Branches of Ayurveda

There are eight divisions of Ayurveda Therapeutics. These are –

  1. Internal Medicine (Kaya Chikitsa)
  2. Surgery (Shalya Chikitsa) – This includes all types of surgeries including the process of extraction of foreign bodies through surgery.
  3. Eye/ENT (Shalakya Chikitsa) – . This is also called ‘Otorhinolaryngiology’ and ‘Ophthalmology’ which includes treatment of diseases in organs in Head and Neck. This also deals with ENT surgeries.
  4. Pediatrics/Gynaecology/Obstretics (Kaumar Bhritya) – This deals with all aspects of women diseases including the birth and management of child.
  5. Toxicology (Agad Tantra) – This deals with management of conditions caused by natural and artificial poisons
  6. Aphrodisiacs (Vajikarana) – This deals with sexual functions and reproduction
  7. Geriatrics/Rejuvenation (Rasayana Shastra) – This deals with administration of elixirs for longevity of life and preservation of health. There are guidelines to delay the onset of old age diseases and to die young as late as possible.
  8. Psychiartry (Manas Rog Chikitsa) – This deals with mental and Psychic disorders including seizures.

The scientific and systematic approach of Ayurveda reflects in the fact that all the eight branches, including the systems of Pediatrics and Geriatrics, were fully evolved even in those ancient times. It is perhaps ironical that Geriatrics is still in its ‘infancy’ as far as Western medicine goes.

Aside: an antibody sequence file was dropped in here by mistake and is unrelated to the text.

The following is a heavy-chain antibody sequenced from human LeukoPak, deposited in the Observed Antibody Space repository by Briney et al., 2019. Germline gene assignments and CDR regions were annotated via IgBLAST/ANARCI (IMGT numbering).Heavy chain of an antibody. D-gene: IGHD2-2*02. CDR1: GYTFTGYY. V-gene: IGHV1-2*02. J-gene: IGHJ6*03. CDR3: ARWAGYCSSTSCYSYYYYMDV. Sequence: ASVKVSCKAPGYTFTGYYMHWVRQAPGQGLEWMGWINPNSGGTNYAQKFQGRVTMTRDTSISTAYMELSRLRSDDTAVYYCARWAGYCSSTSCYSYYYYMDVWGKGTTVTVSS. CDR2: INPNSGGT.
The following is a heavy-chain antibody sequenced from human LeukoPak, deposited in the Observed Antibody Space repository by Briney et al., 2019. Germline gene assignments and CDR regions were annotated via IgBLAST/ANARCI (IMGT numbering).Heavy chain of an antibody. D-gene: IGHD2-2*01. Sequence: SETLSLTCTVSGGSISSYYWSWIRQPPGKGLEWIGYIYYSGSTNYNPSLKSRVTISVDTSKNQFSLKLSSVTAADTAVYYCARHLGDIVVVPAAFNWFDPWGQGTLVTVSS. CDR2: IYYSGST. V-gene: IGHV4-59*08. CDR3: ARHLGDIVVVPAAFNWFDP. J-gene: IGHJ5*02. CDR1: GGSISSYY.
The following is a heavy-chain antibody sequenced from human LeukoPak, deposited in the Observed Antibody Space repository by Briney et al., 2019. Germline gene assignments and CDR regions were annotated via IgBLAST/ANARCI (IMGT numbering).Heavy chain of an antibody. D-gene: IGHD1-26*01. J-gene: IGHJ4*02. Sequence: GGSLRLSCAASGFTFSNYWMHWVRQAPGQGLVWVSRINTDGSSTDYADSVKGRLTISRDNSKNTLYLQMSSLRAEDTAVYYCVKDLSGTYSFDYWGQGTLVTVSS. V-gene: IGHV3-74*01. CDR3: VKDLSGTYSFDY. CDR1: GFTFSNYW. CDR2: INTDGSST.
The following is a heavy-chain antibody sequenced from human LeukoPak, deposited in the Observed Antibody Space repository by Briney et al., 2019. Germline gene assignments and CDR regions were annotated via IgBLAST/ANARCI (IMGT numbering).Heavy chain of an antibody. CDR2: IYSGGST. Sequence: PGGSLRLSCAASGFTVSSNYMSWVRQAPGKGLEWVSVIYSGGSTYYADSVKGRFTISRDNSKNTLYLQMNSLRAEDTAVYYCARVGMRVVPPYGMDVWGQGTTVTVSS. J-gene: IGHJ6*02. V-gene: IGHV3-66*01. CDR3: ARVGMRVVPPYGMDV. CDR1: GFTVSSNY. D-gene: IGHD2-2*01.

The eight branches fulfill the three aims of Ayurveda namely – Prevention of disease, Promotion of health, Preservation of health In each of these branches the emphasis is on prevention, yet methods to diagnose and cure diseases are also given. Even though  ‘Charaka-Samhita’  is primarily a work on ‘Internal Medicine’ (Kaya-Chikitsa), there is a significant statement in the chapters dealing with ‘ENT’ (Shalakya) and ‘Surgery’ (Shalya) . Physicians of ‘Charaka School’ did not perhaps deal with surgical branch because the cases were referred to the physicians of ‘Dhanwantri School’ – known to specialize in Surgery. This is evident from the  shlokas (prose) at the end of these chapters, which when translated, mean –

“The author did not intend to go into the details of surgical treatments and wished to refer such cases to other specialists. Only the medical aspects of diseases are described here”.

Some of the ancient texts on Ayurveda are not available. Among the available texts, the ‘Charaka-Samhita’ by Agnivesha, the ‘Sushruta-Samhita’ by Sushruta and the ‘Ashtanga-Hridya’ by Vagbhata are recognized as ‘Brhattrayi’ meaning ‘The Great Trio’. The ‘Charaka-Samhita’ contains 120 chapters. The number ‘120’ appears to bear some significance as the other two among ‘The Great Trio’ also contain 120 chapters excluding ‘The Uttaratantra’ of ‘Sushruta-Samhita’ which appears to have been added to it at a later stage. There are two other important classics on Ayurveda, namely. ‘Kashyapa-Samhita’ and ‘Bhel-Samhita’. These two also contain 120 chapters each.

Amongst ‘The Great Trio’, ‘Charaka-Samhita’ , a treatise on Internal Medicine, Is considered to be the most authoritative as it represents an authentic thesaurus of the various aspects of this science. It ends with a shloka (prose) which when translated means –

“ The methods of treatment prescribed by Agnivesha are meant both for the healthy (maintenance of positive health and prevent diseases) and patients (cure of ailments). Whatever is mentioned in this work is available elsewhere and things not mentioned here are not to be found anywhere else”.


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